Teaching as a mission | Global News

Teaching as a mission

 BURMA: Celia secretly teaches English and Christianity to children

BURMA: Celia secretly teaches English and Christianity to children

Celia Venerable Malunes, 35, is not your usual Filipino teacher teaching English or Math to Cambodians and Burmese (Myanmarese).

A product of University of San Agustin in Iloilo City and a graduate of Asian Center for Missions, she chose to become a “tent missionary” because of a deep passion for God and the people.


A tent missionary is someone who is doing missionary works while also working in a secular or Christian company or organization for financial support.


She was sent by God’s Heartbeat Pentecostal Church to do missionary work in Asia. Cambodia was her first missionary assignment.

Presently, she is a kindergarten teacher at Horizon International School in Rangoon, Burma.

Missionary work, teaching

Malunes spent seven years in Cambodia as head teacher of Graders Department at Western International School in Siem Reap.

Her decision to move to Burma was a long process. She also felt that her contributions to the spread of  Christianity in Cambodia already reached its peak.

Countries with few Christians like Cambodia have been receiving support from Christian organizations and there is already an increasing number of locals who can effectively reach out to people.


Nepal trip

Before coming to Burma, she headed for a short mission trip to Nepal.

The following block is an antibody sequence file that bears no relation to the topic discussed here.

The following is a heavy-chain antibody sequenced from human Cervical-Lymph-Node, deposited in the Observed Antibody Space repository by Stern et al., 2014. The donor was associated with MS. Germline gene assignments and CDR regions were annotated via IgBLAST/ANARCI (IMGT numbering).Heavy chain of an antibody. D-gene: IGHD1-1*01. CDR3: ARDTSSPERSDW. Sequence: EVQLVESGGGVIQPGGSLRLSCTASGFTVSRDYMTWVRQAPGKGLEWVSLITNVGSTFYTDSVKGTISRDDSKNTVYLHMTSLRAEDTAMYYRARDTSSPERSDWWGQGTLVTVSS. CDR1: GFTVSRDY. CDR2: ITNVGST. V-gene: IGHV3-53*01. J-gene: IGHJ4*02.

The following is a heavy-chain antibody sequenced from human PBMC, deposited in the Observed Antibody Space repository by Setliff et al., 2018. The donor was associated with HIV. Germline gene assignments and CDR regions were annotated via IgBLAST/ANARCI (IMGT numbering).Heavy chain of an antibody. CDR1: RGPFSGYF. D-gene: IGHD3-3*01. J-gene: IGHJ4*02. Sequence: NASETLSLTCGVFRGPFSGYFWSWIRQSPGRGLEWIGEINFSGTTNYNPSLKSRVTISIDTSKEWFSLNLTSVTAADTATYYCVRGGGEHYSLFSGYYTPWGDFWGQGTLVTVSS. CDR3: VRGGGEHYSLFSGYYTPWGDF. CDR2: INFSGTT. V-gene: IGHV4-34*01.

“I saw how Christian leaders and workers need help to spread God’s love in many ways, like medical missions, community development, livelihood programs, discipleship trainings, fundraising and mission mobilizations, etc.

“That trip made me want to go back to help in ways I could,” she says of the experience.

However, obtaining a long-term visa is very difficult. Chances of working in Nepal is also slim. Thus, she opted for Burma.

After Aung San Suu Kyi (former political detainee, now head of Burma) was released from house arrest in 2010, Burma started the transition stage of opening the country to foreign development workers including teachers and some missionary works.

CAMBODIA: Celia teaches and shares the Gospel  at the Free English Class in a village.

CAMBODIA: Celia teaches and shares the Gospel at the Free English Class in a village.


A strict Buddhist country and a military junta, international aid workers and Christian missionaries are still cautious on their safety. The situation did not deter Malunes to continue her mission work. She arrived in Burma in February with a visitor visa.

“As an experienced teacher, I did not find any difficulty in finding a job in Myanmar. I applied and after two days I was hired. I am now a legal worker. Myanmar can also be my home base for short-term trips to Nepal since my school pays well. I can support my personal needs, can help in my ministry in partnership with the locals, and also can even allow me to help my family and home church in the Philippines,” she explains.